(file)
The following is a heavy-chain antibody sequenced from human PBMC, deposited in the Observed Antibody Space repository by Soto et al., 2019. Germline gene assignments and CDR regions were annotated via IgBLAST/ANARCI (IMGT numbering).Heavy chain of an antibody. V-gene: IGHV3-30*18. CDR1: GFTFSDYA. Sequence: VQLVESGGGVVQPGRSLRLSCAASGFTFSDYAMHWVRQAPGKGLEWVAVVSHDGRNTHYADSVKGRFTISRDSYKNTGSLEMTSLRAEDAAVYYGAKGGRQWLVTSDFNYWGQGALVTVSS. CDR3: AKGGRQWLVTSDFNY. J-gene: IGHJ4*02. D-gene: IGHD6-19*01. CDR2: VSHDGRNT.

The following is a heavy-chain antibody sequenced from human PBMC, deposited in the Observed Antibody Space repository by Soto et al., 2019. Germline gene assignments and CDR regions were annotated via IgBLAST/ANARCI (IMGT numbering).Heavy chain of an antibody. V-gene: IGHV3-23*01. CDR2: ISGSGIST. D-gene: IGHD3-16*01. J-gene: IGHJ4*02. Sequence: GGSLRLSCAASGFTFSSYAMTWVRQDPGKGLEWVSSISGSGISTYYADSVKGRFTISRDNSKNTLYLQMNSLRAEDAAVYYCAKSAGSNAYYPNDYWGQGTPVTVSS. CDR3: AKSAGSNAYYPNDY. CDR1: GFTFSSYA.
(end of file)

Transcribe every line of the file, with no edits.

The following is a heavy-chain antibody sequenced from human PBMC, deposited in the Observed Antibody Space repository by Soto et al., 2019. Germline gene assignments and CDR regions were annotated via IgBLAST/ANARCI (IMGT numbering).Heavy chain of an antibody. V-gene: IGHV3-30*18. CDR1: GFTFSDYA. Sequence: VQLVESGGGVVQPGRSLRLSCAASGFTFSDYAMHWVRQAPGKGLEWVAVVSHDGRNTHYADSVKGRFTISRDSYKNTGSLEMTSLRAEDAAVYYGAKGGRQWLVTSDFNYWGQGALVTVSS. CDR3: AKGGRQWLVTSDFNY. J-gene: IGHJ4*02. D-gene: IGHD6-19*01. CDR2: VSHDGRNT.

The following is a heavy-chain antibody sequenced from human PBMC, deposited in the Observed Antibody Space repository by Soto et al., 2019. Germline gene assignments and CDR regions were annotated via IgBLAST/ANARCI (IMGT numbering).Heavy chain of an antibody. V-gene: IGHV3-23*01. CDR2: ISGSGIST. D-gene: IGHD3-16*01. J-gene: IGHJ4*02. Sequence: GGSLRLSCAASGFTFSSYAMTWVRQDPGKGLEWVSSISGSGISTYYADSVKGRFTISRDNSKNTLYLQMNSLRAEDAAVYYCAKSAGSNAYYPNDYWGQGTPVTVSS. CDR3: AKSAGSNAYYPNDY. CDR1: GFTFSSYA.